Harvard scientists are planning to dim the sun to fight climate change

dim the sun

Climate change is happening, and it’s a shame that many don’t believe in it. We’ve all collectively rolled our eyes when Senator Jim Inhofe brought a snowball onto the floor as a way to disprove it. Fortunately, a lot of people understand that this is a complex issue, with many reasons and many solutions.

These solutions have to do with less reliance on fossil fuels, smarter farming practices, and shrinking carbon profiles.

Some scientists are thinking outside of the box. Geoengineering has grown and come up with ideas on how to control or manipulate the earth’s climate, and the idea of how to control the effects of the sun on earth has taken many forms in the past few years.

Big Think spoke with the Harvard geoengineering team SCoPEx (Stratospheric Controlled Perturbation Experiment) about their goals;

The plan is to launch two steerable balloons over the U.S. Southwest, each of which would spray about 100 grams of calcium carbonate, about the same amount packed into a single antacid tablet, into the stratosphere. The balloon would then reverse course to observe what happens to the dispersed 0.5 micrometer particles — the researchers think that’s about the right size for both dispersal and reflecting sunlight.

So essentially the want to dim the sun. Crazy, right? Well maybe not. 

dim the sun

The idea is to reflect the sun’s rays with this compound and combat the effects of climate change. If completed, it will be the first solar geoengineering project off the drawing board and put into action. The idea is the brainchild of a trio of three people – David KeithZhen Dai, and Frank Keutsch, two professors and a PhD student.

This idea isn’t totally unprecedented. If we remember back to after the September 11th, 2001 attacks, all airplane flights were grounded for three days. This means that there were no jets in the sky creating contrails, which block and reflect some sunlight during their brief existence. During this time, variations in high and low temperatures increased by 1.1 degrees Celsius (2 degrees Fahrenheit) each day, according meteorological researchers. As CNN reported:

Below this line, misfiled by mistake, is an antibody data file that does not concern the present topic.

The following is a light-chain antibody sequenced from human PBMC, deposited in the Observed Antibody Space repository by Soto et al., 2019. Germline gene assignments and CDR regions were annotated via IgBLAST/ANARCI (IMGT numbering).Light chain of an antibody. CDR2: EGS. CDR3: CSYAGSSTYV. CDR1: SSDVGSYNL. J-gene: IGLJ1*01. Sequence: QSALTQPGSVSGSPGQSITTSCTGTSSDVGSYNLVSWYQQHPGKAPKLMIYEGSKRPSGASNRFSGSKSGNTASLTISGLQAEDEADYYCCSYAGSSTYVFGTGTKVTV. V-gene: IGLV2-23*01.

“Contrails are denser and block sunlight much more than natural cirrus clouds,” said Travis, who conducted the study with Andrew Carleton of Penn State University in University Park, Pennsylvania. They reported the findings this week in the journal Nature.

“And contrails are much more prevalent when the sun is out,” he said. “When this is factored in, there is a possibility that they offset global warming, and this is what we are trying to determine now.”

While we are unlikely to ever be able to make such observations ever again in the future, it certainly raises the question as to just how crazy this type of idea really is.

Calcium carbonate is used widely as an effective dietary calcium supplement, antacid, phosphate binder, or base material for medicinal tablets. Its also an ingredient in toothpastes and even cake mixes. So it isn’t some unknown or untested compound, as some people may fear. But there are many people who think the idea is a distraction from real solutions to climate change, like alternative energy. Nature, a research journal, states:

It is under intense scrutiny, including from some environmental groups, who say such efforts are a dangerous distraction from addressing the only permanent solution to climate change: reducing greenhouse-gas emissions. The scientific outcome of SCoPEx doesn’t really matter, says Jim Thomas, co-executive director of the ETC Group, an environmental advocacy organization in Val-David, near Montreal, Canada, that opposes geoengineering: “This is as much an experiment in changing social norms and crossing a line as it is a science experiment.”